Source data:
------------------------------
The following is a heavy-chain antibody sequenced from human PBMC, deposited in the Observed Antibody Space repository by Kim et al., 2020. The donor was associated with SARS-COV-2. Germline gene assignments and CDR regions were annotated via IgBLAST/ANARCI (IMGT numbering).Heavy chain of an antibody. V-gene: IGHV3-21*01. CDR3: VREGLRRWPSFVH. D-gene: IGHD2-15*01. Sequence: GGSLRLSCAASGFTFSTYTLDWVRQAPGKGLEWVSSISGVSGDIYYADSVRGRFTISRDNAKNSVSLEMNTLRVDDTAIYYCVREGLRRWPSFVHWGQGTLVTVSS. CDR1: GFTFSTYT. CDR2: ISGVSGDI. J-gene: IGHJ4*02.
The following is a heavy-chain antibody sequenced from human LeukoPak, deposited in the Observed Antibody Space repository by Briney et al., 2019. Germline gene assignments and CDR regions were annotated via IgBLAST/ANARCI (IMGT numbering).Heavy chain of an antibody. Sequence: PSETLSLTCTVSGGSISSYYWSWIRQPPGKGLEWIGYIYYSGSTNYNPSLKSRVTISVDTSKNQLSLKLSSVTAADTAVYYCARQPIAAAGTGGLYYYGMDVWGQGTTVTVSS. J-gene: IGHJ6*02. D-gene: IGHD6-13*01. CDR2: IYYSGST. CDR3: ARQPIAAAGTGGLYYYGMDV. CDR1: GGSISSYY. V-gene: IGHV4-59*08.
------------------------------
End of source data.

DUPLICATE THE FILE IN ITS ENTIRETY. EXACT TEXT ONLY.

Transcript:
The following is a heavy-chain antibody sequenced from human PBMC, deposited in the Observed Antibody Space repository by Kim et al., 2020. The donor was associated with SARS-COV-2. Germline gene assignments and CDR regions were annotated via IgBLAST/ANARCI (IMGT numbering).Heavy chain of an antibody. V-gene: IGHV3-21*01. CDR3: VREGLRRWPSFVH. D-gene: IGHD2-15*01. Sequence: GGSLRLSCAASGFTFSTYTLDWVRQAPGKGLEWVSSISGVSGDIYYADSVRGRFTISRDNAKNSVSLEMNTLRVDDTAIYYCVREGLRRWPSFVHWGQGTLVTVSS. CDR1: GFTFSTYT. CDR2: ISGVSGDI. J-gene: IGHJ4*02.
The following is a heavy-chain antibody sequenced from human LeukoPak, deposited in the Observed Antibody Space repository by Briney et al., 2019. Germline gene assignments and CDR regions were annotated via IgBLAST/ANARCI (IMGT numbering).Heavy chain of an antibody. Sequence: PSETLSLTCTVSGGSISSYYWSWIRQPPGKGLEWIGYIYYSGSTNYNPSLKSRVTISVDTSKNQLSLKLSSVTAADTAVYYCARQPIAAAGTGGLYYYGMDVWGQGTTVTVSS. J-gene: IGHJ6*02. D-gene: IGHD6-13*01. CDR2: IYYSGST. CDR3: ARQPIAAAGTGGLYYYGMDV. CDR1: GGSISSYY. V-gene: IGHV4-59*08.